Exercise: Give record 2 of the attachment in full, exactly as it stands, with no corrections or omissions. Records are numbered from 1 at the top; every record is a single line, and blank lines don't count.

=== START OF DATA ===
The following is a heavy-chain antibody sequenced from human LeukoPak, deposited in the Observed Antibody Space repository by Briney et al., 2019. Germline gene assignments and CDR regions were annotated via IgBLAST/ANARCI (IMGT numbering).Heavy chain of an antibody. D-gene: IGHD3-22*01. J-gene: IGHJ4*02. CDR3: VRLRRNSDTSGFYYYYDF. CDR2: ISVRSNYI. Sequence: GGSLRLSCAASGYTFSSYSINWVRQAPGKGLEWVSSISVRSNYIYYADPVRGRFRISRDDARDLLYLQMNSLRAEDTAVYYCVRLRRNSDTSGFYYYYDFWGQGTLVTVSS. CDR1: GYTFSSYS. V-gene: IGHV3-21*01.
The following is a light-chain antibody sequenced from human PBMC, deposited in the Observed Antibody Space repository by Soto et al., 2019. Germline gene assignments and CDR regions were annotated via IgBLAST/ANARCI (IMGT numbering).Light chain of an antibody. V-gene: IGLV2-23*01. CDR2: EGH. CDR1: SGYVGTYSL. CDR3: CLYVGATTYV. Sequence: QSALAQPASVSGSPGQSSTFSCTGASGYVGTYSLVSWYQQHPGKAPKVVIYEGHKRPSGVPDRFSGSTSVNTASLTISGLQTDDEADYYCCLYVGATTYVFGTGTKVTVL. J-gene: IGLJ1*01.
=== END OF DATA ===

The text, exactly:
The following is a light-chain antibody sequenced from human PBMC, deposited in the Observed Antibody Space repository by Soto et al., 2019. Germline gene assignments and CDR regions were annotated via IgBLAST/ANARCI (IMGT numbering).Light chain of an antibody. V-gene: IGLV2-23*01. CDR2: EGH. CDR1: SGYVGTYSL. CDR3: CLYVGATTYV. Sequence: QSALAQPASVSGSPGQSSTFSCTGASGYVGTYSLVSWYQQHPGKAPKVVIYEGHKRPSGVPDRFSGSTSVNTASLTISGLQTDDEADYYCCLYVGATTYVFGTGTKVTVL. J-gene: IGLJ1*01.